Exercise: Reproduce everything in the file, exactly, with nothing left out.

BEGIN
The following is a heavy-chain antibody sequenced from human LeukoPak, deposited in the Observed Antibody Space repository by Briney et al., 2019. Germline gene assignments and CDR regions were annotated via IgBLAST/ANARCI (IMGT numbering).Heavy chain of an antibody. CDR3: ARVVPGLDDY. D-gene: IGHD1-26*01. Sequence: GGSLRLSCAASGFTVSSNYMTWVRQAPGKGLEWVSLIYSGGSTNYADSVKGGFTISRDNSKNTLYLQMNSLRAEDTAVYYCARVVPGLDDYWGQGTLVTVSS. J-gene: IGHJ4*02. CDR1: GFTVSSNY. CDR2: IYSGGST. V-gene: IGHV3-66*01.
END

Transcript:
The following is a heavy-chain antibody sequenced from human LeukoPak, deposited in the Observed Antibody Space repository by Briney et al., 2019. Germline gene assignments and CDR regions were annotated via IgBLAST/ANARCI (IMGT numbering).Heavy chain of an antibody. CDR3: ARVVPGLDDY. D-gene: IGHD1-26*01. Sequence: GGSLRLSCAASGFTVSSNYMTWVRQAPGKGLEWVSLIYSGGSTNYADSVKGGFTISRDNSKNTLYLQMNSLRAEDTAVYYCARVVPGLDDYWGQGTLVTVSS. J-gene: IGHJ4*02. CDR1: GFTVSSNY. CDR2: IYSGGST. V-gene: IGHV3-66*01.